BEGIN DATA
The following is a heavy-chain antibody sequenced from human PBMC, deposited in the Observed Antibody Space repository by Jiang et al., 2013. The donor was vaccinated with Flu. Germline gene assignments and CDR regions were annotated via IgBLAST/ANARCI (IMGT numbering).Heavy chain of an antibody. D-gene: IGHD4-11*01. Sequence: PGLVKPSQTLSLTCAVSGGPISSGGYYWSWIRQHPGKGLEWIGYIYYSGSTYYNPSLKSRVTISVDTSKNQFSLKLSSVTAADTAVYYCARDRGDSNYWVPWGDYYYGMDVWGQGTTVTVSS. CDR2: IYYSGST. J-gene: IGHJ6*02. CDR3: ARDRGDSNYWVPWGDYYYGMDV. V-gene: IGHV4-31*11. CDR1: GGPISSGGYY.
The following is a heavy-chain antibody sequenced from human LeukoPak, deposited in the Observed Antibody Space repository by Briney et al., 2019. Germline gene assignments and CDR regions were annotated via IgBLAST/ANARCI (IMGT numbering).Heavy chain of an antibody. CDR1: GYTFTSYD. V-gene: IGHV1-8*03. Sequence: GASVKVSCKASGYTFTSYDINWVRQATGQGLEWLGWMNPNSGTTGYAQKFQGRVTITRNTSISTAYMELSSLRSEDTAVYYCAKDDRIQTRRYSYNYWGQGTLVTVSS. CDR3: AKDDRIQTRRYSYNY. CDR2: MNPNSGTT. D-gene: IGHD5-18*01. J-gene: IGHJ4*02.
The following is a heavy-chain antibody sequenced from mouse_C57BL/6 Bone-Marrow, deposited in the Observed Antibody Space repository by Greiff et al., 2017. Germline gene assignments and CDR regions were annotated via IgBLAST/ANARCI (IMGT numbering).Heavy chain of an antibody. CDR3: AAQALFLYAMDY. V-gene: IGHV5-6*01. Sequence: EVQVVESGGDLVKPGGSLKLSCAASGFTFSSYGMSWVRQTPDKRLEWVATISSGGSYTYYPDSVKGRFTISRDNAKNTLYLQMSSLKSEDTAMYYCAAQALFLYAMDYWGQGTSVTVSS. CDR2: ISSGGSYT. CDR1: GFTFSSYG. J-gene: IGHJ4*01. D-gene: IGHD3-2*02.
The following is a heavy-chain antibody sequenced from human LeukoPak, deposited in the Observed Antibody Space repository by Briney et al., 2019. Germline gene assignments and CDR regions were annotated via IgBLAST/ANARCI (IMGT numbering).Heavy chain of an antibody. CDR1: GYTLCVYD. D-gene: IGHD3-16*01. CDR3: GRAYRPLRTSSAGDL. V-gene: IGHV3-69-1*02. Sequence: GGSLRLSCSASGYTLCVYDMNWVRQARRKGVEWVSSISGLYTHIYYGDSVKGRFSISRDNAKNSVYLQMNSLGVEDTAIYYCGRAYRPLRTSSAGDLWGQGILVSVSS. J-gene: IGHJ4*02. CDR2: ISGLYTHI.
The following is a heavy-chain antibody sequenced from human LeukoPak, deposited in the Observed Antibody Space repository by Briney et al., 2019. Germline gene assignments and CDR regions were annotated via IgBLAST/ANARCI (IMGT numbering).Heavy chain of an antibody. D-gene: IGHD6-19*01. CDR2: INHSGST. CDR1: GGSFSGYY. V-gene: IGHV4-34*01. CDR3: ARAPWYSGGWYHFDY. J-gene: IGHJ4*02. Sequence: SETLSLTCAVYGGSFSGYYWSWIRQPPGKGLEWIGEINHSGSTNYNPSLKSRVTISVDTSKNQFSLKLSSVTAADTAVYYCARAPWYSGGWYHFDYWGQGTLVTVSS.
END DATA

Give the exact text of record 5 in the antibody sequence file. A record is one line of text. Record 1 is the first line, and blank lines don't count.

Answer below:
The following is a heavy-chain antibody sequenced from human LeukoPak, deposited in the Observed Antibody Space repository by Briney et al., 2019. Germline gene assignments and CDR regions were annotated via IgBLAST/ANARCI (IMGT numbering).Heavy chain of an antibody. D-gene: IGHD6-19*01. CDR2: INHSGST. CDR1: GGSFSGYY. V-gene: IGHV4-34*01. CDR3: ARAPWYSGGWYHFDY. J-gene: IGHJ4*02. Sequence: SETLSLTCAVYGGSFSGYYWSWIRQPPGKGLEWIGEINHSGSTNYNPSLKSRVTISVDTSKNQFSLKLSSVTAADTAVYYCARAPWYSGGWYHFDYWGQGTLVTVSS.